In the late–1990's and early 2000's, an appeal from Board Management to the Board was governed by the 1996 “Process for Questioning Local Tax Allocations,” which created a multistep administrative system of review. The process was revised in October 1998. Neither the original appeal process nor the revision complied with the Administrative Procedure Act (Gov.Code, §§ 11340–11529). In February 2003, the Board adopted a regulation setting forth the process for pursuing an administrative appeal of local sales tax allocations (Cal.Code Regs., tit. 18, § 1807). The 2003 regulation, adopted in accordance with the Administrative Procedure Act, incorporated much, but not all, of the 1996 review process as amended in 1998. Under the new regulation, a petition seeking to reallocate local sales tax revenues is initially reviewed by the “Sales and Use Tax Department” (Cal.Code Regs., tit. 18, § 1807, subd. (b)), then by the “Appeals Division” (id., subd. (c)), and, finally, by the Board (id., subd. (d)).
On September 9, 2008, almost two years after the 2006 amendment of regulation 1802, which governs the reallocation of local sales tax revenues, Pomona requested that the Board review the July 24, 2000 denial of its reallocation petition by Board Management. The Board's staff had already informed Pomona that the Board Management decision was “ ‘not subject to correction’ ” under the 2006 amendments to regulations 1699 and 1802 because the decision had become final.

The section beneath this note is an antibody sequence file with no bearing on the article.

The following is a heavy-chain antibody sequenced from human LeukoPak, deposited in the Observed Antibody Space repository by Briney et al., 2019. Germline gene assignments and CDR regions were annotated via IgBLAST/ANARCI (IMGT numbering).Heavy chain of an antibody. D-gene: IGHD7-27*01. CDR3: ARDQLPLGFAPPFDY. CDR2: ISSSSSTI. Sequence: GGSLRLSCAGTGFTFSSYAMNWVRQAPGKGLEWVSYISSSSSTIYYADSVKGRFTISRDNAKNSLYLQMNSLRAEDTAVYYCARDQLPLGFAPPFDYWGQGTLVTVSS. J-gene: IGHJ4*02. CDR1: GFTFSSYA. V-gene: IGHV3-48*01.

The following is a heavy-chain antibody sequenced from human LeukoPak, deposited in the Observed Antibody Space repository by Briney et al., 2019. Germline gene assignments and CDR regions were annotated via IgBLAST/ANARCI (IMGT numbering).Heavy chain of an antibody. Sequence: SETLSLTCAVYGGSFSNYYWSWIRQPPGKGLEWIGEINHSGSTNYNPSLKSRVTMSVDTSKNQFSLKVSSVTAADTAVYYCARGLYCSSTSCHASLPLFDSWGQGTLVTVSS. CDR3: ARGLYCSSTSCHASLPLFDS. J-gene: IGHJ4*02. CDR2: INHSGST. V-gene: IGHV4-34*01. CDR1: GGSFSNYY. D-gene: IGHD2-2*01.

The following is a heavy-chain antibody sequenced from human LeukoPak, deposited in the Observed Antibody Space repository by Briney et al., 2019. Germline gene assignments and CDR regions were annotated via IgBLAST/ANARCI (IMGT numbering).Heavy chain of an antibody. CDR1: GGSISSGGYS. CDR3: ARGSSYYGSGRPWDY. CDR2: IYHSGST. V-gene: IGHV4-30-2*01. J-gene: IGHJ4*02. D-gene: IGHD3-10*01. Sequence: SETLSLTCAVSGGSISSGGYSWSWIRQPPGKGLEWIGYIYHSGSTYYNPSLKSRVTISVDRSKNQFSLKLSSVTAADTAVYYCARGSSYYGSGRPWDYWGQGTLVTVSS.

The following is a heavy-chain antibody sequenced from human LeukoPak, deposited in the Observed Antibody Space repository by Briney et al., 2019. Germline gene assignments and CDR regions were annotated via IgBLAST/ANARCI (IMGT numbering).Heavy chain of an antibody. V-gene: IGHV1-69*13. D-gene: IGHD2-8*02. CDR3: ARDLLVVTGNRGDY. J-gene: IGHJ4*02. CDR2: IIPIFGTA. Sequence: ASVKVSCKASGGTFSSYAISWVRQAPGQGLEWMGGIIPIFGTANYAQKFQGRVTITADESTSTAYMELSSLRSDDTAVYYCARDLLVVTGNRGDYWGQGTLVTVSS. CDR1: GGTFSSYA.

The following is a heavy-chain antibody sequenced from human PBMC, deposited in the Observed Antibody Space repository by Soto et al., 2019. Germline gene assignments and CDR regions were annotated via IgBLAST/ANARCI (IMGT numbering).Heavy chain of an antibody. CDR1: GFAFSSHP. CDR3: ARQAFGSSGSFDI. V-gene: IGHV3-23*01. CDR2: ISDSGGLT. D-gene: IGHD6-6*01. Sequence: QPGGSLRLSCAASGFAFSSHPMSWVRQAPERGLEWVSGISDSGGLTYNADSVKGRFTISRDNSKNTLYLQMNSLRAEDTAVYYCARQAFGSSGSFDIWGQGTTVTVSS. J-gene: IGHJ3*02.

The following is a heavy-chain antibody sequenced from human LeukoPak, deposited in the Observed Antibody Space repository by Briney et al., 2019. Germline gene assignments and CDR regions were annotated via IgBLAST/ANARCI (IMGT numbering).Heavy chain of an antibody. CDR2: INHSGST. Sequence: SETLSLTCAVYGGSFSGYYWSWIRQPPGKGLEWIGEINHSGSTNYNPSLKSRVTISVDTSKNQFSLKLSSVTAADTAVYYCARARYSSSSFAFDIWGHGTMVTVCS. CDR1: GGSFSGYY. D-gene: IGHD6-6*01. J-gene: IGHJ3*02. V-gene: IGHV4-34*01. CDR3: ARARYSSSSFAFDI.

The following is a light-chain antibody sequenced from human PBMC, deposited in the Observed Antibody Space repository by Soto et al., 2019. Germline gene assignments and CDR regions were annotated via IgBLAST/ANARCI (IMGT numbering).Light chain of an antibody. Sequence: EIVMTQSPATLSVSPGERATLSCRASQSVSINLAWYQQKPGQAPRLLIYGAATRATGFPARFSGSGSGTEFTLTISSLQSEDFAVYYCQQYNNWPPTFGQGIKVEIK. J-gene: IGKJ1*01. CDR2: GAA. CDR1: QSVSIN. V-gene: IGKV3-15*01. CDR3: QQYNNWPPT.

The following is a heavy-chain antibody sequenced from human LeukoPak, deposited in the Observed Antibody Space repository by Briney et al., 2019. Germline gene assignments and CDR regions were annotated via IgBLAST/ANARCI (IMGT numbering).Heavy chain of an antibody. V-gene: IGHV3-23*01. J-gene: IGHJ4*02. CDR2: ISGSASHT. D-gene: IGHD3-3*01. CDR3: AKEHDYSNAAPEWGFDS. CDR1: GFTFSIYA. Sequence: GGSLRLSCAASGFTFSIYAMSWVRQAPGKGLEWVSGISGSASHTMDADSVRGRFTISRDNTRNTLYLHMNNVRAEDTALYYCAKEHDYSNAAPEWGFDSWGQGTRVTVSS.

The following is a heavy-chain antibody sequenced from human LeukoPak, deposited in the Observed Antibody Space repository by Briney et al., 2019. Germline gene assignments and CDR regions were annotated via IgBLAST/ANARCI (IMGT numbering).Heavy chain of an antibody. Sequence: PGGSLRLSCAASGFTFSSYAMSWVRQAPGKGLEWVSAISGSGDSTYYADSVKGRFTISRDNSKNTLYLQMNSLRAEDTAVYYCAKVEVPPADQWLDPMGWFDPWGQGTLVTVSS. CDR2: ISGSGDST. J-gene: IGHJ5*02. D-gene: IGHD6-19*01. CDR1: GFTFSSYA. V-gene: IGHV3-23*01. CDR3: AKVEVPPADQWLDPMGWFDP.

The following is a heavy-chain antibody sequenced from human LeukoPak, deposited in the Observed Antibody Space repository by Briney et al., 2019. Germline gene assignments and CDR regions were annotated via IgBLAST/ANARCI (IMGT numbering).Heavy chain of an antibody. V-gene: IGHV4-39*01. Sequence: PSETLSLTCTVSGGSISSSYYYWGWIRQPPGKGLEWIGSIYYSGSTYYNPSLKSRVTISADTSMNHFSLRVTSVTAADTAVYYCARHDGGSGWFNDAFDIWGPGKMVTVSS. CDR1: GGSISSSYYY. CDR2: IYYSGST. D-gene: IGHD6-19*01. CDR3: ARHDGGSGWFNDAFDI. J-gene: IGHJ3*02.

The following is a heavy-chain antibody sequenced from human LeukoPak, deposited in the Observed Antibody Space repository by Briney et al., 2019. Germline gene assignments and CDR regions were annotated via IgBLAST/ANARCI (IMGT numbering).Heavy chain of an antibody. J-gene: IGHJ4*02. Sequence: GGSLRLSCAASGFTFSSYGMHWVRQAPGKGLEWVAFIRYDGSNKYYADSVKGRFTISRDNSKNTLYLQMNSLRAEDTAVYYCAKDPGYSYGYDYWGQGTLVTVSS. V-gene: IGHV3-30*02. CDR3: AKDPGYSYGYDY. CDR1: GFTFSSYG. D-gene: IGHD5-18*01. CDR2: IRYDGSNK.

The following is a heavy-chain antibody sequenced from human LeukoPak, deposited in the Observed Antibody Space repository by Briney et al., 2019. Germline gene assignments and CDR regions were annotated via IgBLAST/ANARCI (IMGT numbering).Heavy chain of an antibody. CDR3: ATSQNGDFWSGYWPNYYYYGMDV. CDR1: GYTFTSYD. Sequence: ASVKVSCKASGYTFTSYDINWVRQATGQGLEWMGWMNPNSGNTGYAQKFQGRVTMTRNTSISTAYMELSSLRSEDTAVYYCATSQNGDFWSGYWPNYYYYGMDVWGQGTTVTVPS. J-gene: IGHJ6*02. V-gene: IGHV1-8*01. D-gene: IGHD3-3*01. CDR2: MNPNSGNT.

On December 17, 2008, the Board — over the objections of its chief counsel and staff attorneys — granted Pomona's request for a hearing. On or about May 11, 2009, the affected cities in Los Angeles County were notified of the nature of the upcoming hearing.
On August 31, 2009, the Board conducted the first of two public hearings on Pomona's petition for reallocation. At the second hearing, on December 15, 2009, the Board voted to grant the petition in part, ordering the Los Angeles County tax pool to reallocate $7,139,097 to Pomona. The Board “concluded that there was no misallocation of local [sales] tax from July 1, 1993, through September 30, 1993, but that for the period from October 1, 1993, through December 31, 2007, local sales tax of $9,518,798 allocated through [the] Los Angeles countywide pool, from sales negotiated outside California and delivered from the Pomona warehouse location, without participation by any other California location of the retailer, should have been allocated directly to Pomona.” Based in part on additional factors — Pomona's agreement to a 25 percent reduction in what it was owed and the date on which the Board first obtained knowledge of the improper distribution (see Rev. & Tax.Code, § 7209) — the Board ordered that $7,139,097 be reallocated to Pomona.
On January 15, 2010, the Board gave written notice to all interested parties of its December 15, 2009 decision, indicating that the decision was final and Pomona had exhausted all administrative remedies.